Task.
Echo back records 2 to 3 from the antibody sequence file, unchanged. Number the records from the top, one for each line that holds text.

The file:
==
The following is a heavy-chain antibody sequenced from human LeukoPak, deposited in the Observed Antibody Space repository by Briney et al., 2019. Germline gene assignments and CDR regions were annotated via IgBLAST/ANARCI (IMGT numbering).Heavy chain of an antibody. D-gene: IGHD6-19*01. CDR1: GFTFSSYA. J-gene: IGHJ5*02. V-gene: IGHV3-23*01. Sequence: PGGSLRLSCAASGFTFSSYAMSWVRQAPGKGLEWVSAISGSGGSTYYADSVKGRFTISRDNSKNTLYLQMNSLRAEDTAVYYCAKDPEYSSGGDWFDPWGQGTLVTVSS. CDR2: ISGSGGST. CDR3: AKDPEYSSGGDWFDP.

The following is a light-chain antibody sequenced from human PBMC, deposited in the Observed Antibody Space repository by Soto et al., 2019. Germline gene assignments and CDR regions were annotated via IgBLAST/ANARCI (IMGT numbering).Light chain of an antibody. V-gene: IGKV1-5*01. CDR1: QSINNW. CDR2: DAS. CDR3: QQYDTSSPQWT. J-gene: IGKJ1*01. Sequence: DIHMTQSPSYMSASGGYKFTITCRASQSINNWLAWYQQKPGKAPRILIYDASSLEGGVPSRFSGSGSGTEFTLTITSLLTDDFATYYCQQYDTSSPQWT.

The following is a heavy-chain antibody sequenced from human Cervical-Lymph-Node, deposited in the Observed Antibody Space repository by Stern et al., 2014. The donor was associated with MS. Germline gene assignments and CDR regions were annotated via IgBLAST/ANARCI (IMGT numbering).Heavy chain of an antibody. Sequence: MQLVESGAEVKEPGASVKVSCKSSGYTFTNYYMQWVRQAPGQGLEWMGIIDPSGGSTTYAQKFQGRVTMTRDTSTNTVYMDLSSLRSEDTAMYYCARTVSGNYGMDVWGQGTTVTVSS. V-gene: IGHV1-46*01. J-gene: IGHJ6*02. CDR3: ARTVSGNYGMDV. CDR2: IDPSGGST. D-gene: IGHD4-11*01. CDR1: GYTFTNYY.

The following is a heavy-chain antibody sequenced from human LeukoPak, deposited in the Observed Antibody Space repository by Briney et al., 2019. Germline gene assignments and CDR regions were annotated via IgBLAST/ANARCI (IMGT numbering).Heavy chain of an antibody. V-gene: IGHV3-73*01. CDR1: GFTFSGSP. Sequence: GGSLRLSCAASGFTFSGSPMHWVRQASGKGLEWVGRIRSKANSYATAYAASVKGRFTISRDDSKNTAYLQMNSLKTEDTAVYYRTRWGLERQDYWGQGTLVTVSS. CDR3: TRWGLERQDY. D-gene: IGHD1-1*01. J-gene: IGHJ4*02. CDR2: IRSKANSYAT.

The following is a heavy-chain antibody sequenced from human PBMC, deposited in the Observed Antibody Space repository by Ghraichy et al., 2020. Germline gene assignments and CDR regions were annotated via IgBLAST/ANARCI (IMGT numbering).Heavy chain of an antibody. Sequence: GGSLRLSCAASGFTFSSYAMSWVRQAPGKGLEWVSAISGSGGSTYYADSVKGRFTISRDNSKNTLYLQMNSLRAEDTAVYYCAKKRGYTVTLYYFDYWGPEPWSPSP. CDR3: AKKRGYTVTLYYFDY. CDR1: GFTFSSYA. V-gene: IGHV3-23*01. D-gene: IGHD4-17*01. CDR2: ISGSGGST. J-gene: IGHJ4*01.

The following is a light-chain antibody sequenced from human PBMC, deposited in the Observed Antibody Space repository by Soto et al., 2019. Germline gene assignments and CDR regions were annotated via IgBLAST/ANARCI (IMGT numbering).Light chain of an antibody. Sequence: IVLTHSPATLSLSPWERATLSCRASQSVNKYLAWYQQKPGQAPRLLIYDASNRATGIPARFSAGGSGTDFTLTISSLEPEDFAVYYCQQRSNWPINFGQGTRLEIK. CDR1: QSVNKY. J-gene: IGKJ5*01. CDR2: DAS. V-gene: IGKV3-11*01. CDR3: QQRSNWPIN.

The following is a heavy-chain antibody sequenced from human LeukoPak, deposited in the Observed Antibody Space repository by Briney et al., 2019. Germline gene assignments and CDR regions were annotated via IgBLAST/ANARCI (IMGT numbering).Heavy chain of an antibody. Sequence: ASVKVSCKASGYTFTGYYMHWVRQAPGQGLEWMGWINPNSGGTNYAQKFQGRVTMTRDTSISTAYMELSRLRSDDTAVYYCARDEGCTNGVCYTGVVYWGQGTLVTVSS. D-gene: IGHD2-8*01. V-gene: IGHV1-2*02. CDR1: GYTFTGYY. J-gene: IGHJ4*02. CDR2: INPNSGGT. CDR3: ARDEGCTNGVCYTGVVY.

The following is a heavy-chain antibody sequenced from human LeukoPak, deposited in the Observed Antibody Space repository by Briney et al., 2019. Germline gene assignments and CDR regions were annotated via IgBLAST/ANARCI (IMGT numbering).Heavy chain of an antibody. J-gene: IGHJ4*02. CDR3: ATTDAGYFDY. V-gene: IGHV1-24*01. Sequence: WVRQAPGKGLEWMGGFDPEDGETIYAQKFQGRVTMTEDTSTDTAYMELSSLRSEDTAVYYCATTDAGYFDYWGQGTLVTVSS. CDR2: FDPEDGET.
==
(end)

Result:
The following is a light-chain antibody sequenced from human PBMC, deposited in the Observed Antibody Space repository by Soto et al., 2019. Germline gene assignments and CDR regions were annotated via IgBLAST/ANARCI (IMGT numbering).Light chain of an antibody. V-gene: IGKV1-5*01. CDR1: QSINNW. CDR2: DAS. CDR3: QQYDTSSPQWT. J-gene: IGKJ1*01. Sequence: DIHMTQSPSYMSASGGYKFTITCRASQSINNWLAWYQQKPGKAPRILIYDASSLEGGVPSRFSGSGSGTEFTLTITSLLTDDFATYYCQQYDTSSPQWT.

The following is a heavy-chain antibody sequenced from human Cervical-Lymph-Node, deposited in the Observed Antibody Space repository by Stern et al., 2014. The donor was associated with MS. Germline gene assignments and CDR regions were annotated via IgBLAST/ANARCI (IMGT numbering).Heavy chain of an antibody. Sequence: MQLVESGAEVKEPGASVKVSCKSSGYTFTNYYMQWVRQAPGQGLEWMGIIDPSGGSTTYAQKFQGRVTMTRDTSTNTVYMDLSSLRSEDTAMYYCARTVSGNYGMDVWGQGTTVTVSS. V-gene: IGHV1-46*01. J-gene: IGHJ6*02. CDR3: ARTVSGNYGMDV. CDR2: IDPSGGST. D-gene: IGHD4-11*01. CDR1: GYTFTNYY.